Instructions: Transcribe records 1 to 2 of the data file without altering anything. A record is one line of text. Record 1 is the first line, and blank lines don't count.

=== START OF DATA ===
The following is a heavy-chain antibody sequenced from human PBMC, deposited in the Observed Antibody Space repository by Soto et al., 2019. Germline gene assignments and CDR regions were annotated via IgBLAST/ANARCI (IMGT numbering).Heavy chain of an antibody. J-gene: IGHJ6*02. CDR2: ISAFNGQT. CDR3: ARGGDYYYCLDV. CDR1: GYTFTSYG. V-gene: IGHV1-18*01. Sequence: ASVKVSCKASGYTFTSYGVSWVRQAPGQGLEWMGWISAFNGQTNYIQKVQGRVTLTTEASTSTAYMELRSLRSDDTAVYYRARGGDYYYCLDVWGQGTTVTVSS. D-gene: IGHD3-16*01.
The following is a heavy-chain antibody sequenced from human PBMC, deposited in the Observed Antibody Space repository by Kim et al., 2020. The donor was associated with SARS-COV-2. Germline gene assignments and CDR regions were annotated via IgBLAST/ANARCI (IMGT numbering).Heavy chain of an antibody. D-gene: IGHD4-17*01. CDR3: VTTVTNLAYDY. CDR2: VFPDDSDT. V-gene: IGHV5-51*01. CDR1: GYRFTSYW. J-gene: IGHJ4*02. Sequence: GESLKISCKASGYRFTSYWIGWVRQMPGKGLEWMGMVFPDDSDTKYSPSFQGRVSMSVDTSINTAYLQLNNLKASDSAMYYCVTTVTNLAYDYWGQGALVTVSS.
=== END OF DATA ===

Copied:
The following is a heavy-chain antibody sequenced from human PBMC, deposited in the Observed Antibody Space repository by Soto et al., 2019. Germline gene assignments and CDR regions were annotated via IgBLAST/ANARCI (IMGT numbering).Heavy chain of an antibody. J-gene: IGHJ6*02. CDR2: ISAFNGQT. CDR3: ARGGDYYYCLDV. CDR1: GYTFTSYG. V-gene: IGHV1-18*01. Sequence: ASVKVSCKASGYTFTSYGVSWVRQAPGQGLEWMGWISAFNGQTNYIQKVQGRVTLTTEASTSTAYMELRSLRSDDTAVYYRARGGDYYYCLDVWGQGTTVTVSS. D-gene: IGHD3-16*01.
The following is a heavy-chain antibody sequenced from human PBMC, deposited in the Observed Antibody Space repository by Kim et al., 2020. The donor was associated with SARS-COV-2. Germline gene assignments and CDR regions were annotated via IgBLAST/ANARCI (IMGT numbering).Heavy chain of an antibody. D-gene: IGHD4-17*01. CDR3: VTTVTNLAYDY. CDR2: VFPDDSDT. V-gene: IGHV5-51*01. CDR1: GYRFTSYW. J-gene: IGHJ4*02. Sequence: GESLKISCKASGYRFTSYWIGWVRQMPGKGLEWMGMVFPDDSDTKYSPSFQGRVSMSVDTSINTAYLQLNNLKASDSAMYYCVTTVTNLAYDYWGQGALVTVSS.